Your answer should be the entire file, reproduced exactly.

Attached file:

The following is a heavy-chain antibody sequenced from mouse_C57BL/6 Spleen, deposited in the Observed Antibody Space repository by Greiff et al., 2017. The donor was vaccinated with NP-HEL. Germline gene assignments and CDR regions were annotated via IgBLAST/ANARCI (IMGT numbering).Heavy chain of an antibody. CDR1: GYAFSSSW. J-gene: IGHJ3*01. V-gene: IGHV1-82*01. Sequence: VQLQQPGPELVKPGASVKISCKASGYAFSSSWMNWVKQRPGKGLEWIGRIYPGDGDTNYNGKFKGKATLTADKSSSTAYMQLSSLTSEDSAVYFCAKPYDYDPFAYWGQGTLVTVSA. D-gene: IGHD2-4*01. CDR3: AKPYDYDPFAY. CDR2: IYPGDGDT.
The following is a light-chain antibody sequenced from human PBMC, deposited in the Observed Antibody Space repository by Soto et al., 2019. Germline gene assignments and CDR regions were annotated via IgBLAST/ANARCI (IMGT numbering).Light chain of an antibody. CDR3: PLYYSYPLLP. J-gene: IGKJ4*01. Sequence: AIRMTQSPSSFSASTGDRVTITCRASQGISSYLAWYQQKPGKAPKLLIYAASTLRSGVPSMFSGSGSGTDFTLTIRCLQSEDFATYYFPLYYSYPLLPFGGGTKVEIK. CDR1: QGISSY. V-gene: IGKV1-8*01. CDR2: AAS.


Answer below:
The following is a heavy-chain antibody sequenced from mouse_C57BL/6 Spleen, deposited in the Observed Antibody Space repository by Greiff et al., 2017. The donor was vaccinated with NP-HEL. Germline gene assignments and CDR regions were annotated via IgBLAST/ANARCI (IMGT numbering).Heavy chain of an antibody. CDR1: GYAFSSSW. J-gene: IGHJ3*01. V-gene: IGHV1-82*01. Sequence: VQLQQPGPELVKPGASVKISCKASGYAFSSSWMNWVKQRPGKGLEWIGRIYPGDGDTNYNGKFKGKATLTADKSSSTAYMQLSSLTSEDSAVYFCAKPYDYDPFAYWGQGTLVTVSA. D-gene: IGHD2-4*01. CDR3: AKPYDYDPFAY. CDR2: IYPGDGDT.
The following is a light-chain antibody sequenced from human PBMC, deposited in the Observed Antibody Space repository by Soto et al., 2019. Germline gene assignments and CDR regions were annotated via IgBLAST/ANARCI (IMGT numbering).Light chain of an antibody. CDR3: PLYYSYPLLP. J-gene: IGKJ4*01. Sequence: AIRMTQSPSSFSASTGDRVTITCRASQGISSYLAWYQQKPGKAPKLLIYAASTLRSGVPSMFSGSGSGTDFTLTIRCLQSEDFATYYFPLYYSYPLLPFGGGTKVEIK. CDR1: QGISSY. V-gene: IGKV1-8*01. CDR2: AAS.